Terrorism: “International terrorism poses the most serious threat to international peace and security. This demands a coordinated and resolute action by all States and the entire international community. There are no causes that can justify terrorist acts. It is essential that terrorists do not get hold of weapons of mass destruction, nor distract us from our agenda outlined by the Millennium Declaration.”

“We are committed to pursue steadfastly this policy of ours, even though we have incurred damages and human losses.”

“Within the United Nations system the Security Council and its Counter Terrorism Committee are vested with the task of ensuring success in the fight against international terrorism. We share the opinion that Security Council resolution 1535 and the creation of the new Counter Terrorism Committee Executive Directorate have improved the coordination in this field. The Al Qaida and Taliban Committee beefed up in 2004 with the Monitoring Group and Sanctions Enforcement Support Team should also continue its positive influence.

“We actively support all efforts under the Security Council resolutions 1373 and 1267 in narrowing down the perimeters of action of terrorist organizations and suppressing their financing.”

H.E. Mr. Hor Namhong, Deputy Prime Minister of Foreign Affairs and International Cooperation
September 27, 2004

Terrorism: “Since 9-11, the responses to terrorism at global, regional and national levels have been significant and massive. Cooperation in the fight against terrorism has been unprecedented in the history of information sharing and law enforcement. Nevertheless, in spite of the progress in our efforts, countries from around the world continue to suffer from terrorist attacks and innocent people continue to die from terrorist acts. Therefore, I believe that our response to this deadly threat to humanity must be more comprehensive. However, while fighting terrorism relentlessly, I also believe that we should do our best to understand the real root causes of terrorism. Until we are able to do this, then we can hope to eliminate terrorism.”

H.E. Mr. Paul Martin, Prime Minister of
September 22, 2004

Export controls: "The UN's nuclear watchdog, the International Atomic Energy Agency, needs stronger tools and political support. We need more rigorous controls on sensitive nuclear technology, and the Security Council must be prepared to deal with non-compliance effectively."

"We need a multilateral watchdog to assist the Security Council in resolving weapons-related issues in states of concern. The UN should establish a permanent inspection and verification mechanism that can reinforce and supplement existing verification systems."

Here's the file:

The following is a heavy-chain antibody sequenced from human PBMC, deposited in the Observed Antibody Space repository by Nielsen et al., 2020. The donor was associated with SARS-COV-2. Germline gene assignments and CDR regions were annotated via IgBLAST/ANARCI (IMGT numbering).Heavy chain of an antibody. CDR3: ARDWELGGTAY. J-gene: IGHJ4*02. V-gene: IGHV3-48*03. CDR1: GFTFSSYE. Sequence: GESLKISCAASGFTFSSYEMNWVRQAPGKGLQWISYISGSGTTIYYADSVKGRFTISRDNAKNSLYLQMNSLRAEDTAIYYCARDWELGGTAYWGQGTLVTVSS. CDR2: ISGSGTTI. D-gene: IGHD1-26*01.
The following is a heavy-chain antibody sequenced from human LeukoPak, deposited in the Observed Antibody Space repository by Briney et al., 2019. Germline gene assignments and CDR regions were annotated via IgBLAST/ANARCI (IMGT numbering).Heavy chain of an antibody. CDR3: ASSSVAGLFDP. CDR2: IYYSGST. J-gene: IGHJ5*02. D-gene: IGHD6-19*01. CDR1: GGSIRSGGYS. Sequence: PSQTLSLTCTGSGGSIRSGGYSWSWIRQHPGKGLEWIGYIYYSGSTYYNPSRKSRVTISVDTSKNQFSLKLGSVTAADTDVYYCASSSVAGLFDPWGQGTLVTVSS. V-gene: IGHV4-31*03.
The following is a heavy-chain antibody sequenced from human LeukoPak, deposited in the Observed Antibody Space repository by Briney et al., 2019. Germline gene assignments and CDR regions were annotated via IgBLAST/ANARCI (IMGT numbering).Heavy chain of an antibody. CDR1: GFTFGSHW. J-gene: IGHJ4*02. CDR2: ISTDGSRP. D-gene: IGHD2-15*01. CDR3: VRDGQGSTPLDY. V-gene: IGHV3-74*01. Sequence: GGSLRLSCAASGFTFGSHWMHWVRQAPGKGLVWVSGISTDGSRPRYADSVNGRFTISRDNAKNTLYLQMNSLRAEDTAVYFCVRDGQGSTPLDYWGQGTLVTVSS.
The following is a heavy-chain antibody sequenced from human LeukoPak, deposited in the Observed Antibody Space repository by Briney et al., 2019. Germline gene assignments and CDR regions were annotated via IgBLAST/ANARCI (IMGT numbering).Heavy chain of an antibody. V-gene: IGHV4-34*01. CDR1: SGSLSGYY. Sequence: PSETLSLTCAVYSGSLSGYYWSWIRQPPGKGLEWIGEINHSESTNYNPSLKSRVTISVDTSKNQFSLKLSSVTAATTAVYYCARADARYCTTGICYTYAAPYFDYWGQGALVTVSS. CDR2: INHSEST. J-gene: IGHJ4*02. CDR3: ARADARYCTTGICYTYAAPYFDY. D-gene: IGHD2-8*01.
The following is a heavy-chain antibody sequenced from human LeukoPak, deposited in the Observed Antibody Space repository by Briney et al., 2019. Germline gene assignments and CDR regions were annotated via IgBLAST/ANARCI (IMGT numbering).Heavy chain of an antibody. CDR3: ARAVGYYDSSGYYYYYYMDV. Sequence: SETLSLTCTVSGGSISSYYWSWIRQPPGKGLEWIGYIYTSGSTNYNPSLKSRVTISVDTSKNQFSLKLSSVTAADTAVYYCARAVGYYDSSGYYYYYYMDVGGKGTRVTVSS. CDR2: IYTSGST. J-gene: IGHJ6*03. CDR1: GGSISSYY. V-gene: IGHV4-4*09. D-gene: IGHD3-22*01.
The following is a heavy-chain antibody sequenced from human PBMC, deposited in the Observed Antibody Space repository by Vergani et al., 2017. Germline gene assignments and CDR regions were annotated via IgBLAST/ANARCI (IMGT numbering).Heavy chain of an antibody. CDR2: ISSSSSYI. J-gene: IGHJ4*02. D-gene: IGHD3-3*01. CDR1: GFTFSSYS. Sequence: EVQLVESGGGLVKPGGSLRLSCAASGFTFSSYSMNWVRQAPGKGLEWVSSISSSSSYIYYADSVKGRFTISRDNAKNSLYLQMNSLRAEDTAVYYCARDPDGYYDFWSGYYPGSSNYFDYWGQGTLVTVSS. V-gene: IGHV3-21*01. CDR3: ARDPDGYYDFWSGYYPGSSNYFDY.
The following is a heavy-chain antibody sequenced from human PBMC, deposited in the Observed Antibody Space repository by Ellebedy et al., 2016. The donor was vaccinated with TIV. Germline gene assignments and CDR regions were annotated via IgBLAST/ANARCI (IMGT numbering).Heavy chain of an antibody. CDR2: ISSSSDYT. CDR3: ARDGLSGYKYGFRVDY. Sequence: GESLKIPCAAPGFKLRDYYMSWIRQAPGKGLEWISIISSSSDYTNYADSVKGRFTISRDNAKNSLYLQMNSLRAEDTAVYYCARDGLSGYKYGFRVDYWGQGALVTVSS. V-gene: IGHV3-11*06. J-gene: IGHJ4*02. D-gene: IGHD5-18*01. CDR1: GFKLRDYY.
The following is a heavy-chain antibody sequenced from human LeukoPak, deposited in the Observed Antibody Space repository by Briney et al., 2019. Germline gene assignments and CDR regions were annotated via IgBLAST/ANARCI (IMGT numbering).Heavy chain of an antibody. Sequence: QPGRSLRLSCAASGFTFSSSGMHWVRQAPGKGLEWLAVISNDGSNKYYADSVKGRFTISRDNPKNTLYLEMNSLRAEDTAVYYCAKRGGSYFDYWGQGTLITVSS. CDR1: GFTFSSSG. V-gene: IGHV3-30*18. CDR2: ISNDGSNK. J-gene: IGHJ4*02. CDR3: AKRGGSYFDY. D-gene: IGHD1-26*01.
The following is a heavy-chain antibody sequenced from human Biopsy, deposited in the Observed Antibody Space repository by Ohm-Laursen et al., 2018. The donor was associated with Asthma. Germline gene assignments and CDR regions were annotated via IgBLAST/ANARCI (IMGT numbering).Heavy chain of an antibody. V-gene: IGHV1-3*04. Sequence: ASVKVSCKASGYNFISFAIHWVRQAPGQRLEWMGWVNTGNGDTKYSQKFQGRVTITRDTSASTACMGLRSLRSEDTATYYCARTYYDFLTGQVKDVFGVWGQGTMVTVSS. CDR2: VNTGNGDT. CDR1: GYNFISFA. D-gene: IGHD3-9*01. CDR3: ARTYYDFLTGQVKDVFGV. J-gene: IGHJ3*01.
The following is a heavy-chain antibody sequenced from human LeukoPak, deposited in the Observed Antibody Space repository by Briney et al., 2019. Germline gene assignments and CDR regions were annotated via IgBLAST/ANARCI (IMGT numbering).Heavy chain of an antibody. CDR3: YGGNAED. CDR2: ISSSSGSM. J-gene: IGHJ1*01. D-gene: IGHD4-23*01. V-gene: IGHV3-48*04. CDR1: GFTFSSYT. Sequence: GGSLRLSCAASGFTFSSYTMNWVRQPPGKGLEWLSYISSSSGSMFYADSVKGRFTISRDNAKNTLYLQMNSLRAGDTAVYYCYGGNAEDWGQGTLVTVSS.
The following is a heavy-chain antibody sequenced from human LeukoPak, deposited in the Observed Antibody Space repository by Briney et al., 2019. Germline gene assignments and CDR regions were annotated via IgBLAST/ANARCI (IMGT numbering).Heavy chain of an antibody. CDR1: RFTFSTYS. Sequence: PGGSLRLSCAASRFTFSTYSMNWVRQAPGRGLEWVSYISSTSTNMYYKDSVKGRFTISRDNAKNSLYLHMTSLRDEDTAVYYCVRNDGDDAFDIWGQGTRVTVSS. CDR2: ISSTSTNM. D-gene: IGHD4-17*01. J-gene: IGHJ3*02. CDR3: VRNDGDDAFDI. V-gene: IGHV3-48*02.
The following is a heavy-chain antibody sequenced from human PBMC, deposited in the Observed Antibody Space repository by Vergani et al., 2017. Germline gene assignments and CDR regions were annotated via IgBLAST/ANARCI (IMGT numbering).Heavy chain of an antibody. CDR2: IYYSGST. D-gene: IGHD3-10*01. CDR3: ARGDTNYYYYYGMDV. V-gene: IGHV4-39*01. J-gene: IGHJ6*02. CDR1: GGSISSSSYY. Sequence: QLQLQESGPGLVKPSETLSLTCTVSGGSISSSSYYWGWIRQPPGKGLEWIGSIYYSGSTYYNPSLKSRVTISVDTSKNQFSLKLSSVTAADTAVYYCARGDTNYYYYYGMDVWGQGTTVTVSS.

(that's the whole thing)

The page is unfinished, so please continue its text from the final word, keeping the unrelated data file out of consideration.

PAROS: "Space is our final frontier. It has always captured our imagination. What a tragedy it would be if space became one big weapons arsenal and the scene of a new arms race. In 1967, the United Nations agreed that weapons of mass destruction must not be based in space. The time has come to extend this ban to all weapons."

Proliferation: "(a) Responsibility to Deny... encompasses the need to ensure that weapons of mass destruction do not spread to states or terrorists prepared to use them under any circumstances, and especially against innocent civilians. Non-proliferation and disarmament remain fundamental pillars of the UN's commitment to international peace and security."

Verification: "... multilateralism has been challenged by dramatic changes in the security climate, and there is a clear need to make our systems stronger and more responsive. Strict verification is the key. "

H.E. Mr. Ricardo Lagos Escobar, President of
September 21, 2004

Civil Society: "We are thus convinced that globalization will be better only if civil society is recognized as one of its principal actors."

Multilateralism: "No one can shape the world that is emerging except through agreements and negotiations. The complexity of the world emerging before our eyes is too great to be handled in a centralized manner."

"In our view, the best way to guide the agenda of globalization is through multilateralism. It is in the strengthening of multilateralism that each country has a stake and a national task to fulfill."

Terrorism: "Nothing is more counter to our principles than terrorism, a virtual 'dark force' of globalization. Accordingly, here in the United Nations, Chile has contributed through its efforts in chairing both the Al Qaeda/Taliban Security Council Sanctions Committee and the Counter-Terrorism Committee, key instruments of the international community for waging this combat."